Ms Davison was interred in a grave in Longhorsley, Northumberland, after her inquest returned a verdict of misadventure rather than suicide. The train on which her coffin travelled was met by hundreds of well-wishers.
Although she was born in London she always considered the North-east to be her home. A new play recalling her life has been commissioned whilst a writing competition, concerts and events under the banner “Emily Inspires!” have marked the anniversary.
Their co-ordinator Penni Blythe-Jones believes the region holds her close to its heart. “She demonstrated the impact and legacy of making a stand for something. She didn’t just care about votes for women; she cared about their independence and economic stability,” she said.
The Northumberland genealogist Maureen Howes, who has spent the past decade researching the life story of the suffragette for a new book, believes she should be seen in a new light. “She has been misconstrued. She was someone who was very loved and much appreciated for her intellect and her energy.
“For her family she was an adored aunt. We are saying to people: ‘Forget everything that you might have heard about her and try and see her with a more compassionate, less sensational eye. Let us try and forget the hype and the hysteria’,” she said.
But Katherine Connelly, of the Emily Wilding Davison Memorial Campaign, which led the calls for the minute’s silence, believes she remains an outcast from mainstream history.
“The press and the establishment of the time tried to ridicule her as a crazed woman and a maniac and tried not to link what she was doing with the terrible experiences the suffragettes were undergoing.
“What she did at the Derby was to expose the abuses that were happening behind closed doors – the force feeding of hunger-striking suffragettes in prison,” she said. “We still live in a society where sexism exists. On the rare occasions that suffragettes are represented on TV it is very much as a joke – they are portrayed as somehow ridiculous. They rightly would not do that for the civil rights movement or the miners’ strike. That is a massive loss for young women today who are asking how they can fight for equality and who are facing new challenges of sexism,” she adds.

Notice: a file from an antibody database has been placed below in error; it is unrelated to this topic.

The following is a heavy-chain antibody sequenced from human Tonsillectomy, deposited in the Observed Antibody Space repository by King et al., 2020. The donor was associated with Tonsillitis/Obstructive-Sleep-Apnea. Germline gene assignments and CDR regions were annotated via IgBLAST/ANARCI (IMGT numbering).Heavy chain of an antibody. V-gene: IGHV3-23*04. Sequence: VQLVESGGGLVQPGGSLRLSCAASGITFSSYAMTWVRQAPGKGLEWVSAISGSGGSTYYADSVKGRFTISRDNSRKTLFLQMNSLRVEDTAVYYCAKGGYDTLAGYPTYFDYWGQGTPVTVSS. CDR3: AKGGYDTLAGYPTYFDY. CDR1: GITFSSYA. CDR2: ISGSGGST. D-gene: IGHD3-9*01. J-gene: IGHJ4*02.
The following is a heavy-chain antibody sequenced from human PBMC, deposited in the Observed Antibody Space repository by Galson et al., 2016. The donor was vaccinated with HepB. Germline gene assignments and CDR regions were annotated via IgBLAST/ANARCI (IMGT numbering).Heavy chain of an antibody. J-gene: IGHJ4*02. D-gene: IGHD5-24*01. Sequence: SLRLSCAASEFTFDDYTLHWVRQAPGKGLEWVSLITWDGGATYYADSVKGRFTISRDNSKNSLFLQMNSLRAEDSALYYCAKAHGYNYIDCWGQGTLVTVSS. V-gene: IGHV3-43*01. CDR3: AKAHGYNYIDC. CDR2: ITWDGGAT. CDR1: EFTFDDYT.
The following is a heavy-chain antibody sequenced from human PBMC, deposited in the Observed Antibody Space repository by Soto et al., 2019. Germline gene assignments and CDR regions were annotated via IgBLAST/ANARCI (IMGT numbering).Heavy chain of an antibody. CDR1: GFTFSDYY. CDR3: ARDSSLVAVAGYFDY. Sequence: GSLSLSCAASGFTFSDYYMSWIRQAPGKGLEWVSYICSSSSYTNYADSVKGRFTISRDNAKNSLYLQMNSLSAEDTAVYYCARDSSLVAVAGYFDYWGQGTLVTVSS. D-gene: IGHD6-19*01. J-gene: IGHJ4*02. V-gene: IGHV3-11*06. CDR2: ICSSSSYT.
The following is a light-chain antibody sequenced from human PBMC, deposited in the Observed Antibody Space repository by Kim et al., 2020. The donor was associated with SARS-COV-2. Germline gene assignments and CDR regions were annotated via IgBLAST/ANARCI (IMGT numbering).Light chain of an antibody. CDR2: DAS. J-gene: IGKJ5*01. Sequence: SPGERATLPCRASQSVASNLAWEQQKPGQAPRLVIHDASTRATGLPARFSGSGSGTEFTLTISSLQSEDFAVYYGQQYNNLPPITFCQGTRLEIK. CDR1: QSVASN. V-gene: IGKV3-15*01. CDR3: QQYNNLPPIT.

Ms Caisley agrees that her ancestor would have a view on women’s rights. “There is still a lot that needs to be done if you look at the other countries across the world. If Emily were alive today she would have been fighting for equality still,” she said.
Standing up: Rights activists
The 15-year-old is recovering in Britain after being shot in the head by Taliban gunman on a school bus in Pakistan. She enraged militants by campaigning for girl’s education.
The Sudanese journalist became an international symbol of equal rights after she was arrested with 12 other women for wearing trousers. She insisted on a trial and was sentenced to 40 lashes although the punishment was never carried out.
Susan B Anthony
The 19th century Quaker and anti-slavery campaigner was also significant in the US temperance movement. She published the journal The Revolution under the slogan: “The true republic – men, their rights and nothing more; women, their rights and nothing less.
The wife of the philosopher Bertrand Russell was a progressive campaigner for improved women’s access to birth control and the reform of marriage laws.